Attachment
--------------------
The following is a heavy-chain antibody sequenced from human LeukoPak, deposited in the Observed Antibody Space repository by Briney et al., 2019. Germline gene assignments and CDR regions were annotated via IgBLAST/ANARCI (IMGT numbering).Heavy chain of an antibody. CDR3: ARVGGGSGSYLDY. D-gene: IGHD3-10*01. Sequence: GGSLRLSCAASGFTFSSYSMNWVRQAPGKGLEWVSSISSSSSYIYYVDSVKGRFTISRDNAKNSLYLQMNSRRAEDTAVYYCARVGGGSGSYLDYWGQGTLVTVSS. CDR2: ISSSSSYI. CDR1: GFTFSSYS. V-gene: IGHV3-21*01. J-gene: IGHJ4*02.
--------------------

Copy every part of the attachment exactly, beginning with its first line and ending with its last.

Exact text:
The following is a heavy-chain antibody sequenced from human LeukoPak, deposited in the Observed Antibody Space repository by Briney et al., 2019. Germline gene assignments and CDR regions were annotated via IgBLAST/ANARCI (IMGT numbering).Heavy chain of an antibody. CDR3: ARVGGGSGSYLDY. D-gene: IGHD3-10*01. Sequence: GGSLRLSCAASGFTFSSYSMNWVRQAPGKGLEWVSSISSSSSYIYYVDSVKGRFTISRDNAKNSLYLQMNSRRAEDTAVYYCARVGGGSGSYLDYWGQGTLVTVSS. CDR2: ISSSSSYI. CDR1: GFTFSSYS. V-gene: IGHV3-21*01. J-gene: IGHJ4*02.